On Saturday morning May 4 it left in tow of the tugs Salvage Monarch and Radium Yellowknife for the St.Lawrence Seaway. Once clear of the locks it will have to be handed over to some more capable tug for the trip to Boston.
In its glory at Tall Ships 2009 in Halifax, Caledonia under sail.
The ship has a long and varied history, including various visits to Halifax.
Built in 1947 by the famed Cook, Welton and Gemmell in Beverly, England it was a steam powered trawler named Akurey working for a variety of Icelandic owners and the Icelandic government. In 1967 new Norwegian owners renamed it Akeroy, a name it carried until 1968 when it became Petrel, working as a seismic vessel. It was also converted to diesel power with a 1500 bhp KHD engine.
Techno-Navigation Ltée of Quebec City acquired the ship in 1976, renaming it Petrel V and converting it for research in 1977. It was then hired out to various organizations, including Dalhousie University in Halifax. Based in Lunenburg it engaged in fisheries research in co-operation with several other universities and fishing companies.
In 2000 Cape Harrison Marine of Newfoundland acquired the ship, renamed it Cape Harrison, and it continued doing research work, some for the offshore oil industry. They modified the ship in several small ways, such as removing the cargo booms and installing a starboard side gantry, removing the large lifeboats and clearing off the after deck.
Cape Harrison arriving in Halifax for conversion.
In 2002 Canadian Sailing Expeditions of Halifax bought the ship, renamed it Caledonia, and began its conversion to a sailing vessel. In December of that year it was moved to Hamilton, ON. A major fire while at Heddle Marine's shipyard delayed completion. The ship was back in Halifax in September 2003 for a ceremonial arrival under sail the next day, although the below deck accommodation work was incomplete. Surviving hurricane damage, and another fire, work continued off and on back in Hamilton, returning to Halifax in 2007, with the work finally complete in 2008.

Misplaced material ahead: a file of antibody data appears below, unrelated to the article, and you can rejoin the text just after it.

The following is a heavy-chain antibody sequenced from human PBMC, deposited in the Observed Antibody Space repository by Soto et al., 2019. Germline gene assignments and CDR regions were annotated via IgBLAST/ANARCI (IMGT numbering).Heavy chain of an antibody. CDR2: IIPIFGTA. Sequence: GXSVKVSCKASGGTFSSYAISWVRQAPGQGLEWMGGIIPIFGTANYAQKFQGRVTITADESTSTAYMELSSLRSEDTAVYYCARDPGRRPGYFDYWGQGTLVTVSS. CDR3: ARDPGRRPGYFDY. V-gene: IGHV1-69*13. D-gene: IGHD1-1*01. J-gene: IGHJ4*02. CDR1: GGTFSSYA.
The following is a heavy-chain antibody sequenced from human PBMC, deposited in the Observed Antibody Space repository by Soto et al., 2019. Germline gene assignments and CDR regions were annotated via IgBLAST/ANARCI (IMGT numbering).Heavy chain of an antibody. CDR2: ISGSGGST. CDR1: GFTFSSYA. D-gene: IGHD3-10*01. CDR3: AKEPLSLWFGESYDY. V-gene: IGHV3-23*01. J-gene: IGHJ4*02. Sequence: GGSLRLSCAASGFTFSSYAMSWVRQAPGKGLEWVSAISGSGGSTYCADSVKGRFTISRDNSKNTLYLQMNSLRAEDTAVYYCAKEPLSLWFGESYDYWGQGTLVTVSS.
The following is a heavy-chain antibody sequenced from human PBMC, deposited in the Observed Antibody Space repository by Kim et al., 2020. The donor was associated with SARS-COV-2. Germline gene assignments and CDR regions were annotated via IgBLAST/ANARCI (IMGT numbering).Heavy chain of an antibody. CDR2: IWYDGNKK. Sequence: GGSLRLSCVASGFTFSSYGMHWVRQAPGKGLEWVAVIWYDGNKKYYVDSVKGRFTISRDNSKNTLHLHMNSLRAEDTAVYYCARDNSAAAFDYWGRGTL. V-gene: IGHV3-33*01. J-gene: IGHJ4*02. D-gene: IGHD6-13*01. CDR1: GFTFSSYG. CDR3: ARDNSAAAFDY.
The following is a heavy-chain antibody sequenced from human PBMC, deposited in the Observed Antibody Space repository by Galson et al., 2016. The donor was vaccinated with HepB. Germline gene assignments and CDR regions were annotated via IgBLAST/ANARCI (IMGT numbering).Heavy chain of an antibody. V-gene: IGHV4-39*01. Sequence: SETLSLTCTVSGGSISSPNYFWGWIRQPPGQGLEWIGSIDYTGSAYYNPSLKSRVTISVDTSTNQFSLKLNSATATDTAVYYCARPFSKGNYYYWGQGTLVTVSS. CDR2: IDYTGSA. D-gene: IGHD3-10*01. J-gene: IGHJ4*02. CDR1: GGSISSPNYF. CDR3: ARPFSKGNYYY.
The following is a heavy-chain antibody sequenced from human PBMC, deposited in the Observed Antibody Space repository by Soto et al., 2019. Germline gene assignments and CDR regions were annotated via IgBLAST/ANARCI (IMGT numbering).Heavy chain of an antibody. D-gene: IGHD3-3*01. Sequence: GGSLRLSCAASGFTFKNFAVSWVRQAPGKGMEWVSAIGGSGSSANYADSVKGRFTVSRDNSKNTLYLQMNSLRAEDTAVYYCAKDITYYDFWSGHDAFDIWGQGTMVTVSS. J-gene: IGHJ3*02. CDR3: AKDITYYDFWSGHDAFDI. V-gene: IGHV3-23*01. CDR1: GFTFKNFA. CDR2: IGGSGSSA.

Unfortunately costs increased and what was estimated at $8.5mn ended up at $9.6mn and the owners were forced into creditor protection and eventual bankruptcy. Caterpillar Financial Services ended up as owners, with the previous owners as operators, but they were unable to sell the ship or mount a regular cruising schedule.
In November 2012 the ship returned to the Great Lakes and although it may have operated for a time, it was laid up in Toronto. Recently the price was reduced to $1,499,000.
In March a Boston based restaurateur, Navy Yard Hospitality, negotiated purchase as part of a redevelopment plan for the old Boston Navy Yard in Charleston. So far they have a temporary license to moor the ship in the Navy Yard as a "raw bar" from May to October. From press reports it seems that the ship will not be used for passenger work even though it is fully equipped and qualified under SOLAS regs to sail with 70 passengers and 21 crew. A perhaps undignified fate for an interesting vessel.
Sailing ships are notoriously difficult to tow - bow sprits tend to get in the way, among other things - and neophyte owners do not add value to the exercise. A riding crew would seem to be essential, certainly in confined waters. I will be following the tow as much as possible, remotely.
This is probably not the last we will hear of Caledonia.